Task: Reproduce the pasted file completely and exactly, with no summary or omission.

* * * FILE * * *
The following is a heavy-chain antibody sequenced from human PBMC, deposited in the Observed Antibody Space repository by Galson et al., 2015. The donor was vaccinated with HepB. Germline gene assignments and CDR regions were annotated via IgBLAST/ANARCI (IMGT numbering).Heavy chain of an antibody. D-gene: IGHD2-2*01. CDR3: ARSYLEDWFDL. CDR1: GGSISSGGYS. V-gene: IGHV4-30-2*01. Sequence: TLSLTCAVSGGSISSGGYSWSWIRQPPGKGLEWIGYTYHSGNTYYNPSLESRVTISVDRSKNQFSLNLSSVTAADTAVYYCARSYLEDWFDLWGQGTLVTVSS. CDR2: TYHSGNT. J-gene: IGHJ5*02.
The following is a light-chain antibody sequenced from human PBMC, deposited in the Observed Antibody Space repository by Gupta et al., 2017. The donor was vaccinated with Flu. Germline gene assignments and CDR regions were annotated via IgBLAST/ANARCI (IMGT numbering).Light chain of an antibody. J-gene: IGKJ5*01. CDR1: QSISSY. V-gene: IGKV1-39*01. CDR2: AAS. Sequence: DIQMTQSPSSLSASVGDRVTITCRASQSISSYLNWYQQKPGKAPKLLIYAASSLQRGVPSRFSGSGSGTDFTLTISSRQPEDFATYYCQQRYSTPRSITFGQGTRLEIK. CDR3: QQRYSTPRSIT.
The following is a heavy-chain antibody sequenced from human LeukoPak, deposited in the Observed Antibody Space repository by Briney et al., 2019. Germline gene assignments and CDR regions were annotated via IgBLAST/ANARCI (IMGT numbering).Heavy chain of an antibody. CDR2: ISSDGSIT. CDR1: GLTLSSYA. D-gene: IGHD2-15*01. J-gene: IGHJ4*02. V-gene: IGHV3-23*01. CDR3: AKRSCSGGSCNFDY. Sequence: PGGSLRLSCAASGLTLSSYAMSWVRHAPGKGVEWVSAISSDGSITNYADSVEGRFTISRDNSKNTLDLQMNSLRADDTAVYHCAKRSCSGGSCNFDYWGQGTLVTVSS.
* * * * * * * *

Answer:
The following is a heavy-chain antibody sequenced from human PBMC, deposited in the Observed Antibody Space repository by Galson et al., 2015. The donor was vaccinated with HepB. Germline gene assignments and CDR regions were annotated via IgBLAST/ANARCI (IMGT numbering).Heavy chain of an antibody. D-gene: IGHD2-2*01. CDR3: ARSYLEDWFDL. CDR1: GGSISSGGYS. V-gene: IGHV4-30-2*01. Sequence: TLSLTCAVSGGSISSGGYSWSWIRQPPGKGLEWIGYTYHSGNTYYNPSLESRVTISVDRSKNQFSLNLSSVTAADTAVYYCARSYLEDWFDLWGQGTLVTVSS. CDR2: TYHSGNT. J-gene: IGHJ5*02.
The following is a light-chain antibody sequenced from human PBMC, deposited in the Observed Antibody Space repository by Gupta et al., 2017. The donor was vaccinated with Flu. Germline gene assignments and CDR regions were annotated via IgBLAST/ANARCI (IMGT numbering).Light chain of an antibody. J-gene: IGKJ5*01. CDR1: QSISSY. V-gene: IGKV1-39*01. CDR2: AAS. Sequence: DIQMTQSPSSLSASVGDRVTITCRASQSISSYLNWYQQKPGKAPKLLIYAASSLQRGVPSRFSGSGSGTDFTLTISSRQPEDFATYYCQQRYSTPRSITFGQGTRLEIK. CDR3: QQRYSTPRSIT.
The following is a heavy-chain antibody sequenced from human LeukoPak, deposited in the Observed Antibody Space repository by Briney et al., 2019. Germline gene assignments and CDR regions were annotated via IgBLAST/ANARCI (IMGT numbering).Heavy chain of an antibody. CDR2: ISSDGSIT. CDR1: GLTLSSYA. D-gene: IGHD2-15*01. J-gene: IGHJ4*02. V-gene: IGHV3-23*01. CDR3: AKRSCSGGSCNFDY. Sequence: PGGSLRLSCAASGLTLSSYAMSWVRHAPGKGVEWVSAISSDGSITNYADSVEGRFTISRDNSKNTLDLQMNSLRADDTAVYHCAKRSCSGGSCNFDYWGQGTLVTVSS.